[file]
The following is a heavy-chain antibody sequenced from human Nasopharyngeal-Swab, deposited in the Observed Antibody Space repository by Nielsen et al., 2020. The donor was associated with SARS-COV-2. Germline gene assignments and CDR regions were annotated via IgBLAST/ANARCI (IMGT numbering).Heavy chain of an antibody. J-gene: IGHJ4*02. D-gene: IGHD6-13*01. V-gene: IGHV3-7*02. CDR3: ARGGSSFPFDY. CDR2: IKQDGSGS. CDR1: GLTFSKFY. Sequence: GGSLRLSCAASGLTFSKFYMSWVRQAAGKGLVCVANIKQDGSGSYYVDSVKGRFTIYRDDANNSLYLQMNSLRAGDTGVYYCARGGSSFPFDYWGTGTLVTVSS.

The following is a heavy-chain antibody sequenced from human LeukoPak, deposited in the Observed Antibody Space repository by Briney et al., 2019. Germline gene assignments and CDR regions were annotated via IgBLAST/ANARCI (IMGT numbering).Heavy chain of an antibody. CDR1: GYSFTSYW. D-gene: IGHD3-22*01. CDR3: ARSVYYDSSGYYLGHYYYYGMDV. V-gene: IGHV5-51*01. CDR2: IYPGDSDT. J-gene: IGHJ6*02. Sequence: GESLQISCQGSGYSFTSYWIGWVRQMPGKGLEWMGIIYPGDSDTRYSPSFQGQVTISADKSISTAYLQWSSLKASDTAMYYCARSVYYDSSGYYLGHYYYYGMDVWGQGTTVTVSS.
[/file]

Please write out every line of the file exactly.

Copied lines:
The following is a heavy-chain antibody sequenced from human Nasopharyngeal-Swab, deposited in the Observed Antibody Space repository by Nielsen et al., 2020. The donor was associated with SARS-COV-2. Germline gene assignments and CDR regions were annotated via IgBLAST/ANARCI (IMGT numbering).Heavy chain of an antibody. J-gene: IGHJ4*02. D-gene: IGHD6-13*01. V-gene: IGHV3-7*02. CDR3: ARGGSSFPFDY. CDR2: IKQDGSGS. CDR1: GLTFSKFY. Sequence: GGSLRLSCAASGLTFSKFYMSWVRQAAGKGLVCVANIKQDGSGSYYVDSVKGRFTIYRDDANNSLYLQMNSLRAGDTGVYYCARGGSSFPFDYWGTGTLVTVSS.

The following is a heavy-chain antibody sequenced from human LeukoPak, deposited in the Observed Antibody Space repository by Briney et al., 2019. Germline gene assignments and CDR regions were annotated via IgBLAST/ANARCI (IMGT numbering).Heavy chain of an antibody. CDR1: GYSFTSYW. D-gene: IGHD3-22*01. CDR3: ARSVYYDSSGYYLGHYYYYGMDV. V-gene: IGHV5-51*01. CDR2: IYPGDSDT. J-gene: IGHJ6*02. Sequence: GESLQISCQGSGYSFTSYWIGWVRQMPGKGLEWMGIIYPGDSDTRYSPSFQGQVTISADKSISTAYLQWSSLKASDTAMYYCARSVYYDSSGYYLGHYYYYGMDVWGQGTTVTVSS.